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Title branding as of 2019
GenreNews and current affairs[1]
Created byBBC News
Presented byVictoria Derbyshire
Kirsty Wark
Faisal Islam[2]
Theme music composerGeorge Fenton
Country of originUnited Kingdom
Original languageEnglish
ProducerBBC News
Production locationsLime Grove Studios (1980–1987)
EditorStewart Maclean
Running time30–40 minutes
Original release
NetworkBBC Two
BBC News (UK feed)
Release28 January 1980 (1980-01-28) –
Any Answers?
Any Questions?
The Big Questions
Dateline London
Question Time

Newsnight is the BBC's news and current affairs programme, providing in-depth investigation and analysis of the stories behind the day's headlines. The programme is broadcast on weekdays at 22:30 on BBC Two and the UK feed of BBC News channel; it is also available on BBC iPlayer.[3][4]


Kirsty Wark in 2008
Victoria Derbyshire in 2011
Faisal Islam at a 2016 Labour Party conference
Current Newsnight presenters, from left to right: Kirsty Wark, Victoria Derbyshire, and Faisal Islam.

Newsnight began on 28 January 1980 at 22:45, although a 15-minute news bulletin using the same title had run on BBC2 for a 13-month period from 1975 to 1976. Its planned September 1979 launch date was delayed by four months by the Association of Broadcasting Staff, at the time the main BBC trade union.[5] Newsnight was the first programme to be made by means of a direct collaboration between BBC News, then at Television Centre, and the current affairs department, based a short distance away at the now defunct Lime Grove Studios. Staff feared job cuts. The newscast also served as a replacement for the current affairs programme Tonight.

Former presenters include Peter Snow, a regular for seventeen years, Donald MacCormick, Charles Wheeler, Adam Raphael and John Tusa, later boss of the BBC World Service. In the early days each edition had an "auxiliary presenter", a phenomenon pejoratively known at the time as the "Newsnight's wife syndrome".[5] Usually a woman, it was her job to read the news headlines and to introduce minor items. Olivia O'Leary in 1985 became the first principal female presenter; the programme has had a single presenter since 1987.[6]   is now wholly managed by BBC News.[6]

Until 1988, the start time of Newsnight was flexible, so BBC2 could screen a film at 21:30 to dovetail with the conclusion of the Nine O'Clock News on BBC1. The fixed time slot of 22:30 was established in the face of fierce objections from the then managing director of BBC Television, Bill Cotton, otherwise in charge of all scheduling decisions. The very announcement was made without him even being informed. The affair sparked a widely reported row within the corporation. One protagonist said it would "destroy the BBC".[7] The move to a fixed start time took place on 31 October 1988.

Between 1999 and 2014 on BBC Two Scotland the offshoot, Newsnight Scotland, presented by Gordon Brewer, replaced the final twenty minutes of the UK programme from Monday to Friday. From May 2014, Newsnight is again shown in full in Scotland but delayed by half an hour to accommodate Newsnight Scotland's replacement, Scotland 2014. In more recent years, Scottish viewers have seen the full edition of the show without a separate programme. The flagship news programmes for BBC Scotland are now shown on their separate channel.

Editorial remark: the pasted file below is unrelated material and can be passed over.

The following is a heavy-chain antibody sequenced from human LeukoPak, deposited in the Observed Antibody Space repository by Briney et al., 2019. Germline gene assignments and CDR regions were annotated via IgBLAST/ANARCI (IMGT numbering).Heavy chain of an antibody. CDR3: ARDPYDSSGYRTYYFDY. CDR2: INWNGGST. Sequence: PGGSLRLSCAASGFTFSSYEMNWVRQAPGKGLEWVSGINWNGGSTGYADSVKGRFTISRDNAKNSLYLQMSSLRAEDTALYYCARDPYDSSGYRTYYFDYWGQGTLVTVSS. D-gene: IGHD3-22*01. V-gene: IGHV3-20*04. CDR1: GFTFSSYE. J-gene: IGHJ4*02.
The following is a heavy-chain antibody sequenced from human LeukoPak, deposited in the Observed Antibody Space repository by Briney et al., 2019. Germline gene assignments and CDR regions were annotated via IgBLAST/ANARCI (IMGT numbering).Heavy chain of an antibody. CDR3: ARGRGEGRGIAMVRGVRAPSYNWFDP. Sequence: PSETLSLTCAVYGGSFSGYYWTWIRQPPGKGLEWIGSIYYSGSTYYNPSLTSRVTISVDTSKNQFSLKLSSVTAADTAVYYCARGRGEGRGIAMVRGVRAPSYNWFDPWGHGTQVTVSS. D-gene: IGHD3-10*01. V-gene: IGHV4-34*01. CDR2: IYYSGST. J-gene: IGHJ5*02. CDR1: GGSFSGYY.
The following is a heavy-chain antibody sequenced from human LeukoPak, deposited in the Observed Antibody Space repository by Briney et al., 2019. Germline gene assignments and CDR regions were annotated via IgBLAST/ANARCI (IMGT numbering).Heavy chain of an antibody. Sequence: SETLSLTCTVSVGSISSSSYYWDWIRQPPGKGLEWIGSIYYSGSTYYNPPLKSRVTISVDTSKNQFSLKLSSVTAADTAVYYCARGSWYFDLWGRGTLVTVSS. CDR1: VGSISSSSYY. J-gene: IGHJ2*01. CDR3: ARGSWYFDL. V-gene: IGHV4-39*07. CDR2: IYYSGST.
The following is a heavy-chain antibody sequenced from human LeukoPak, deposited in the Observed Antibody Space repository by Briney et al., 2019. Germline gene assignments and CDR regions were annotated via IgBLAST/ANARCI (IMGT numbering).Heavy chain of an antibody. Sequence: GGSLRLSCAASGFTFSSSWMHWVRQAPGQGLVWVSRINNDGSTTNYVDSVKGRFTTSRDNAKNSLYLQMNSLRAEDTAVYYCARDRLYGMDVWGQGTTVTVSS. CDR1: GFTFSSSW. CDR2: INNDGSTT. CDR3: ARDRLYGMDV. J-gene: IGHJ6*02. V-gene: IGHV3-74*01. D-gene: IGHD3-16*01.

Newsnight moved to new facilities at Broadcasting House on 15 October 2012.

In 2020, Newsnight won the Royal Television Society's Daily News Programme of the Year award. It was succeeded in 2021 by the ITV News at Ten.

During the COVID-19 pandemic, Newsnight reverted to a 22:45 start time from 30 March 2020.[8] This was due to Newsnight temporarily sharing a studio with the BBC News at Ten during the pandemic, to cut footfall in Broadcasting House and allow turnover in the studio, with the News at Ten not finishing until 22:35. Further, during the pandemic, some editions presented by Kirsty Wark were presented from BBC Scotland's Pacific Quay headquarters in Glasgow. However, Wark still travelled to London during weeks she presented more episodes of the show (for example when main presenter Emily Maitlis was on holiday).

In October 2020 the show moved to a new studio, but continued to broadcast from 22:45. It returned to the 22:30 slot in May 2021.

Newsnight's signature tune was composed by George Fenton. Various arrangements have been used over the years.

On 29 November 2023, it was announced that as part of major reinvestment and savings plans within BBC News, that Newsnight would be revamped as a half-hour "interview, debate and discussion" programme, ditching its special reporting team. Jobs within the programme are to be slashed by more than half, from 57 to 23.[9][10]

Viewing figures[edit]

The programme's average audience in 2015 was 579,000, compared to 867,000 in 2008.[11]

The average audience was 344,000 in September 2018 [12] and by August 2020 around 300,000.[13]

In January 2020 Victoria Derbyshire said Newsnight's audience figures were 297,000.[14]

Notable interviews[edit]

Jeremy Paxman interviews Michael Howard[edit]

Jeremy Paxman in February 2014

In May 1997, Jeremy Paxman pressed former Home Secretary Michael Howard about a meeting with head of the Prison Service Derek Lewis about the possible dismissal of the governor of Parkhurst Prison. Faced with what he considered evasive answers, Paxman put the same question – "Did you threaten to overrule him?" (i.e. Lewis) – to Howard twelve times in succession.[15]